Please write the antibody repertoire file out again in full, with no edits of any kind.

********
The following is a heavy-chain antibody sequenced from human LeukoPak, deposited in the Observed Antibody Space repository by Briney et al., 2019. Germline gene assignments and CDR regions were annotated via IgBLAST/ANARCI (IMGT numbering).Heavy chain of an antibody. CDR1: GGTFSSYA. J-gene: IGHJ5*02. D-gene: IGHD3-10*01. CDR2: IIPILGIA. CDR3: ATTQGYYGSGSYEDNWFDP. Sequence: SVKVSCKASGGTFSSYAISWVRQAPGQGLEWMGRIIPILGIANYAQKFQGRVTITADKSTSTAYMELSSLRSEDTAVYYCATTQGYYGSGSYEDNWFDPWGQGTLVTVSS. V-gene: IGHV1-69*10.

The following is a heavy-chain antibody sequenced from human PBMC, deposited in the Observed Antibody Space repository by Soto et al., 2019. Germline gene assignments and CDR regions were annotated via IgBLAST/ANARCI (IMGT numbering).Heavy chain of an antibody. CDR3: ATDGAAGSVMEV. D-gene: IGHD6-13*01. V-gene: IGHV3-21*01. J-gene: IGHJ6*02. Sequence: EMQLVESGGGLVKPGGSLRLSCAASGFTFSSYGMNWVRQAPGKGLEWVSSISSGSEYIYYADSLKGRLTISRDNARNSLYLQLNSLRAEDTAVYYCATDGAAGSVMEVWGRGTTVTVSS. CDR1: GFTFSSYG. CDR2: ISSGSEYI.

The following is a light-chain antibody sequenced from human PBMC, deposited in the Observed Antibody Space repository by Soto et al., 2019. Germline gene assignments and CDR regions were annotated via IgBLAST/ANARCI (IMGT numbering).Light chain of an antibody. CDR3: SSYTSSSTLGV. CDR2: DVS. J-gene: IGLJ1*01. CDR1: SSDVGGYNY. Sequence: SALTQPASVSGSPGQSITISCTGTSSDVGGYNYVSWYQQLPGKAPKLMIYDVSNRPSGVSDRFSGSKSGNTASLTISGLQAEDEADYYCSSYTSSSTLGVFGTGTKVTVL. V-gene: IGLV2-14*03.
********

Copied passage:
The following is a heavy-chain antibody sequenced from human LeukoPak, deposited in the Observed Antibody Space repository by Briney et al., 2019. Germline gene assignments and CDR regions were annotated via IgBLAST/ANARCI (IMGT numbering).Heavy chain of an antibody. CDR1: GGTFSSYA. J-gene: IGHJ5*02. D-gene: IGHD3-10*01. CDR2: IIPILGIA. CDR3: ATTQGYYGSGSYEDNWFDP. Sequence: SVKVSCKASGGTFSSYAISWVRQAPGQGLEWMGRIIPILGIANYAQKFQGRVTITADKSTSTAYMELSSLRSEDTAVYYCATTQGYYGSGSYEDNWFDPWGQGTLVTVSS. V-gene: IGHV1-69*10.

The following is a heavy-chain antibody sequenced from human PBMC, deposited in the Observed Antibody Space repository by Soto et al., 2019. Germline gene assignments and CDR regions were annotated via IgBLAST/ANARCI (IMGT numbering).Heavy chain of an antibody. CDR3: ATDGAAGSVMEV. D-gene: IGHD6-13*01. V-gene: IGHV3-21*01. J-gene: IGHJ6*02. Sequence: EMQLVESGGGLVKPGGSLRLSCAASGFTFSSYGMNWVRQAPGKGLEWVSSISSGSEYIYYADSLKGRLTISRDNARNSLYLQLNSLRAEDTAVYYCATDGAAGSVMEVWGRGTTVTVSS. CDR1: GFTFSSYG. CDR2: ISSGSEYI.

The following is a light-chain antibody sequenced from human PBMC, deposited in the Observed Antibody Space repository by Soto et al., 2019. Germline gene assignments and CDR regions were annotated via IgBLAST/ANARCI (IMGT numbering).Light chain of an antibody. CDR3: SSYTSSSTLGV. CDR2: DVS. J-gene: IGLJ1*01. CDR1: SSDVGGYNY. Sequence: SALTQPASVSGSPGQSITISCTGTSSDVGGYNYVSWYQQLPGKAPKLMIYDVSNRPSGVSDRFSGSKSGNTASLTISGLQAEDEADYYCSSYTSSSTLGVFGTGTKVTVL. V-gene: IGLV2-14*03.